Why you should care

Because the alleged Mumbai bomber may finally face justice.

The blasts rocked Bombay. Thirteen bombs exploded within a three-hour period on March 23, 1993, killing 260 people and injuring 700. Most of the victims were Hindu, targeted in retaliation for the 1,100 Muslims viciously murdered during the Hindu-Muslim strife and riots that had plagued the city just months before.

By mid-1994, recovery in Mumbai, as the city is known today, seemed well underway, with media outlets reporting a return to business as usual. But what many hadn’t realized was that the bombings created a rift in India’s underworld, splitting Bombay’s mafia along religious lines.

The reigning godfather, or don, of Bombay, Dawood Ibrahim, is suspected of using his Dawood Company — aka D-Company, a group of organized criminals, most of them Muslims — to orchestrate the retaliatory blasts. In one fell swoop, Ibrahim catapulted himself from mafia king to global terrorist, forever associating himself with the likes of al-Qaida rather than John Gotti. When Ibrahim reportedly fled Bombay for Dubai hours before the bombs hit, he likely knew he would never see India again. But his influence didn’t leave with him; Ibrahim continued to rule Bombay’s black markets, overpowering stiff competition and exacerbating his fierce rivalry with his Hindu counterparts.

Ibrahim is a godfather of organized crime in the classic sense.

Ron Chepesiuk, author

“Dawood and his gang D-Company still enjoy supremacy in the Mumbai underworld,” says Vivek Agrawal, author of Mum’bhai, a book about the city’s underworld. “[His] gang is in over 50 countries around the world. He has business interests in all types of illegal and legal activities.” These business dealings purportedly involve fake currency, drugs, small-arms dealings and blood diamonds, plus legitimate interests like shipping and construction — basically, wherever there’s room to profit.

Dawood, the son of a police constable, got his criminal start as a small-time street-smart hustler who quickly graduated to robbing people with his older brother Shabir. His criminal escapades led him into smuggling — initially flipping clothes and household goods and selling them in his Dongri neighborhood. Growing dissatisfaction with these small scores led Ibrahim to steal a shipment of gold smuggled in by the reigning mafioso, Haji Mirza Mastan, Agrawal says.

Mastan, in turn, hired Ibrahim as security for his future gold shipments — a common ploy of bringing the troublemaker into the fold to stamp out the problem. When Shabir was killed by competing gangsters, his brother avenged him. Over a period of 10 years, Ibrahim became the uncrowned king of Bombay’s criminal underworld while Mastan ascended into politics, according to S. Hussain Zaidi in Dongri to Dubai: Six Decades of the Mumbai Mafia.

Due to his influence in the worlds of movies and cricket, India’s two most popular pastimes, and despite his self-imposed exile, Ibrahim maintained a strong presence in India throughout the ’90s. Watching matches and participating in the United Arab Emirates’ Sharjah sheikdom betting syndicates at his leisure, he repeatedly eluded security agencies. “Dawood’s gang members are still financing films in India,” Agrawal says. “They’re not only in cricket gambling, but almost control it nowadays.” These dealings only add to the fugitive’s mystique.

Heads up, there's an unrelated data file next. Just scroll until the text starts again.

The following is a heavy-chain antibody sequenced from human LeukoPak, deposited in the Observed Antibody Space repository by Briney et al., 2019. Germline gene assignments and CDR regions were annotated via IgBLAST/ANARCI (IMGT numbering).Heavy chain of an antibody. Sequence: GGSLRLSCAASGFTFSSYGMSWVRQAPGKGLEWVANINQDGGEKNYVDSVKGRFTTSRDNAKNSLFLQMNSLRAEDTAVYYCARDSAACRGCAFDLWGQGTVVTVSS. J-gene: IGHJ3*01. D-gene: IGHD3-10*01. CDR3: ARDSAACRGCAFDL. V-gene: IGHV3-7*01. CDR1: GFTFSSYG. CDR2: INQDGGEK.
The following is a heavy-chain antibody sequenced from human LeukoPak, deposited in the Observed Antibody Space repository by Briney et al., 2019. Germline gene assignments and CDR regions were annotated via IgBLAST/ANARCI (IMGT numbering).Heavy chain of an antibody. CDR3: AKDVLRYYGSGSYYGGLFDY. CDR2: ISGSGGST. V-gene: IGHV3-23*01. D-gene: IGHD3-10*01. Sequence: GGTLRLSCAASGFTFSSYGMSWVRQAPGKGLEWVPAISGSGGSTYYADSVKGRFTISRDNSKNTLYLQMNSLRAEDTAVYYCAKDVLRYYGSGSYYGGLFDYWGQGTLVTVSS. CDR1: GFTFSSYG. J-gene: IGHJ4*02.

“Ibrahim is a godfather of organized crime in the classic sense,” says Ron Chepesiuk, author of Narcos Inc: The Rise and Fall of the Cali Cartel. “Except few godfathers have been so closely tied to terrorism as Ibrahim.” And no gangster has had a toehold in the entertainment industry of his country — Bollywood, which is larger than Hollywood — as Ibrahim, Chepesiuk says. “Murder, corruption, intimidation … he has terrorized Bollywood in every way.”

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A crowd burns an old car belonging to Dawood Ibrahim in December 2015 in Ghaziabad, India.

Source Hindustan Times/Getty

Like Al Capone, Ibrahim probably would claim he was just a simple businessman — a local boy made good, with a net worth of almost $7 billion. But the notorious goonda, or thug, has made Forbes’ “Top 10 Deadliest Criminals List” and leads a global mafia ring that deals in drugs, gold and diamonds, contract killings, counterfeit currency, gambling and extortion.

But it was his alleged role in the 1993 Mumbai bombings, more so than his underworld dealings, that catapulted Ibrahim onto the world stage of most wanted criminals. Now forced to rule his criminal empire in exile, the fugitive high on India’s most wanted list is believed to have hidden in both Dubai and Pakistan. The “Don,” as he was dubbed by the media, “doesn’t fit the stereotype embedded in popular culture,” when it comes to gangsters, says Christian Cipollini, author of Murder Inc: Mysteries of the Mob’s Most Deadly Hit Squad.

“[He] certainly presents an alternative personification of a crime kingpin,” Cipollini says. Despite a huge reward, however, nobody has managed to bring Ibrahim to justice — yet. But authorities have been turning up the heat, and Agrawal says Ibrahim is definitely hiding in Pakistan, a claim corroborated by the fugitive’s younger brother following his own arrest. “His Karachi house — Moin Palace, Clifton area — is not a secret anymore,” says Cipollini. Which raises the question: Will the Don of Bombay finally be brought to justice?

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